Book review: No Place Like Home

Sunday, October 6, 2013 Permalink
by Caroline Overington
Published by Random House Australia
Source: NetGalley
Genres: Literary Fiction, Thriller / Suspense

Here in Australia, the issue of refugees is a biggie. Well… particularly in the minds of our politicians, mainstream media and those who listen to talkback radio. Unfortunately much of what people believe about refugees and asylum seekers is based on scaremongering and misinformation*.

In reality, our intake of refugees pales in comparison to many countries. We rank 69th on the list of refugees per capita (taking 1 per 1000 people). Wow, no wonder we have to worry about all of those asylum seekers and refugees clogging up our hospital waiting lists and causing traffic problems. (Yes that was sarcasm Sheldon. #obscureBBTreference)

by Caroline Overington
Published by Random House Australia
Source: NetGalley
Genres: Literary Fiction, Thriller / Suspense

We rarely think of the human face of those yearning for a better life or arriving on our shores. And I’m as guilty as anyone else in that regard.

cover33837-mediumIn Caroline Overington’s latest novel, No Place Like Home, the plight of refugees (here in Australia and elsewhere in the world) is not the story itself, but part of an important narrative which underlies everything that follows.

Events unfold through the eyes of Police Chaplain Paul Doherty who’s called to the scene of a Sydney shopping centre where a young male wearing an explosive device is holding four people hostage.

We learn more about former-Priest Paul as narrator of the unfolding events. Likeable and moderate in this thinking, Paul unpicks the story of how each of the hostages came to be trapped in the lingerie shop and – eventually – we learn more about the hostage taker himself.

No Place Like Home is Caroline Overington’s fifth novel, although she also has two non-fiction books to her name. Her journalism background serves her well, as all of her characters are very believable, as are the details included in the characters’ backstories. Indeed, this could just as easily be non-fiction (and I actually kept wondering if it was based on fact, or even partially so!).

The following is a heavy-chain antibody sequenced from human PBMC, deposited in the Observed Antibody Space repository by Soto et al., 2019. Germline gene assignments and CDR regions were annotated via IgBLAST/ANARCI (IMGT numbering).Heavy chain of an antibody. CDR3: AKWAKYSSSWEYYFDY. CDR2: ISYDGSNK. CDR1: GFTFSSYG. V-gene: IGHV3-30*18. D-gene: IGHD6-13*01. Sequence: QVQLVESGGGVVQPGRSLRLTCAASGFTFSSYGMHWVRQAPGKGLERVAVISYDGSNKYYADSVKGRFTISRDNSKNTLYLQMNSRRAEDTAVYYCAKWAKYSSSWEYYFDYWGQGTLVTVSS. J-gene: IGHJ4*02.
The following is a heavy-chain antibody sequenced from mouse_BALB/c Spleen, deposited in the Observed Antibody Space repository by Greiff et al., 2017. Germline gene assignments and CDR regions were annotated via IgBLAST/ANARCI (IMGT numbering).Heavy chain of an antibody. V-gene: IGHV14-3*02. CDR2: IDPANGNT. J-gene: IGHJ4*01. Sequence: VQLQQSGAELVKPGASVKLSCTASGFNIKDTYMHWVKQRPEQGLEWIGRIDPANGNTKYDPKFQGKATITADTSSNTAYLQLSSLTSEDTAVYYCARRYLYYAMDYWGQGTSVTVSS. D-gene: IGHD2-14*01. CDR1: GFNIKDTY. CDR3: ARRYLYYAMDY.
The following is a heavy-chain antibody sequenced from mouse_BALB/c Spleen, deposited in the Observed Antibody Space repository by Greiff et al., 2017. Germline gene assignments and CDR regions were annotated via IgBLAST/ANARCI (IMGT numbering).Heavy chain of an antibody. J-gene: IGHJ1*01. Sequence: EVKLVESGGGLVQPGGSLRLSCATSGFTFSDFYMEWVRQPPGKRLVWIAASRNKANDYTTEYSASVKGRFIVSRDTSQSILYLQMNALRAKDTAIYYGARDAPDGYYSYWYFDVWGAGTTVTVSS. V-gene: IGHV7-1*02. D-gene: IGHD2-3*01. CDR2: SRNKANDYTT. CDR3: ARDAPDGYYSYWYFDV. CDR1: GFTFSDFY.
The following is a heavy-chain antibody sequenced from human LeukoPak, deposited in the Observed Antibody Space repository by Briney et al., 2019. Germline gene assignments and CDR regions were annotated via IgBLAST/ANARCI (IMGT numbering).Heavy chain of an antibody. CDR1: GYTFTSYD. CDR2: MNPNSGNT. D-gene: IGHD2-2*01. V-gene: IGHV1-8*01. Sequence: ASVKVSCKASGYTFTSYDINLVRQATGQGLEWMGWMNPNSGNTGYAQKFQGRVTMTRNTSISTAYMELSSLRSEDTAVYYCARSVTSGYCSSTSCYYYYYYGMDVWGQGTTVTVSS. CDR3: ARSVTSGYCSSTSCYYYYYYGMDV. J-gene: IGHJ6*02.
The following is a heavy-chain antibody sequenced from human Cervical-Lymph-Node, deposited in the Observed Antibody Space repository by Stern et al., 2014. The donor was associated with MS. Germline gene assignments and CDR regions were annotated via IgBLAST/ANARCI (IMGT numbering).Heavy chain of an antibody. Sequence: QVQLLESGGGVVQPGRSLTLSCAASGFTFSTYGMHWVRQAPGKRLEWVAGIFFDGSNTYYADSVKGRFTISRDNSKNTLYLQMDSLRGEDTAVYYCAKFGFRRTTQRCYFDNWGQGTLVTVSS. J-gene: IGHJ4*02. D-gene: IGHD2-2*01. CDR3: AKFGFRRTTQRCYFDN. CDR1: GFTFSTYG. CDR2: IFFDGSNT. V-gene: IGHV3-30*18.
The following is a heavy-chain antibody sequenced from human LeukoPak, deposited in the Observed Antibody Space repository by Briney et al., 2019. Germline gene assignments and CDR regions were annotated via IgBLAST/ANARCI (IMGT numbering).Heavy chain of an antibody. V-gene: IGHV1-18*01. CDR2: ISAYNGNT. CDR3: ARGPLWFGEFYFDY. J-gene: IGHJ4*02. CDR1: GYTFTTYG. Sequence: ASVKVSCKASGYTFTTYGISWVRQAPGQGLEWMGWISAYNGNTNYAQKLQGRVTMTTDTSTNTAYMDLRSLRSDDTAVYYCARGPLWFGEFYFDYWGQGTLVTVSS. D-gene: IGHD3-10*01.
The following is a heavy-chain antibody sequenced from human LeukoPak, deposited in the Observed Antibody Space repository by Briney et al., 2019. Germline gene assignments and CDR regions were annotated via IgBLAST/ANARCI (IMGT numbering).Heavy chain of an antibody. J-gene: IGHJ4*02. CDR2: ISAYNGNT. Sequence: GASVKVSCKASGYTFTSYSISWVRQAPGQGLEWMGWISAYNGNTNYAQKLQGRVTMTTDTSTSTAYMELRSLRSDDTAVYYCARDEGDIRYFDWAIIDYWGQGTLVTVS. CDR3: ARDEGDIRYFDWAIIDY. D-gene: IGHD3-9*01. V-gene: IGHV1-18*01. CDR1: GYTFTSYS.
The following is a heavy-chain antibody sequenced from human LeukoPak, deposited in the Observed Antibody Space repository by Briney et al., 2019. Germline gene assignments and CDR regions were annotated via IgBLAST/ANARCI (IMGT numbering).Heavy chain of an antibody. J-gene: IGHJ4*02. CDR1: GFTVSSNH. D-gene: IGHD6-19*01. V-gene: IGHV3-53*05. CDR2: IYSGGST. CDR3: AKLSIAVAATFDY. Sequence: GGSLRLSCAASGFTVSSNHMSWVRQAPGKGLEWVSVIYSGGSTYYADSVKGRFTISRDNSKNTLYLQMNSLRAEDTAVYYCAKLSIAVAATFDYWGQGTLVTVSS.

Although the novel hinges on the events taking place in a shopping centre lingerie store, it’s about so much more than that.

The novel touches on a heap of issues oft-discussed in today’s society – from the impact of social media and misinformation, to the roles and responsibilities of religion and religious figures, to fidelity and materialism and – of course – immigration policy and practices.

At times I felt a little too much backstory or detail was offered on characters, but possibly because I was yet to realise their role was more pivotal than I initially realised.

The story that unfolds is – ultimately – devastatingly sad. I like to think that we – as a society – have learnt from the past, but unfortunately I’m not so sure…

No Place Like Home was published in Australia by Random House on 1 October 2013.

* Refugee Council of Australia’s Myths about refugees and asylum seekers.

I received a copy of No Place Like Home for review via Random House via NetGalley.

Does No Place Like Home appeal to you?
Have you read any of Caroline Overington’s other books?

 

5 Comments
  • Caroline Overington
    October 6, 2013

    Dear Deborah,
    Thank you for taking the time to write such a thoughtful and interesting review. The themes that you pick up in the novel are important to me, and I hope that I’ve handled them properly. It’s not easy to get attention in the crowded book marketplace, and I’m grateful to you for pointing my book out to your readers.
    Caroline Overington.

    • Debbish
      October 7, 2013

      You’re welcome Caroline and thanks for this thought-provoking novel. I liked the way you dealt with the issues and… possibly have a little crush on Paul! 😉

      Deb

  • Char
    October 7, 2013

    That definitely appeals to me as a topic. We get fed so much through the media about what they make us think as invaders without getting a lot of the information as to why they’re so desperate. And because I’m such a lazy person I never bother to delve into it myself – much prefer to be spoon-fed. It’s good to get a different perspective.

    • Debbish
      October 8, 2013

      It’s good Char cos it’s couched in fiction and in an unfolding story – so you aren’t slapped around the head with it which is often the case with issues and the media or non-fiction!

  • Caroline Overington
    October 9, 2013

    Well, Paul is now available! But there might be some baggage there … 😉

I'd love to hear your thoughts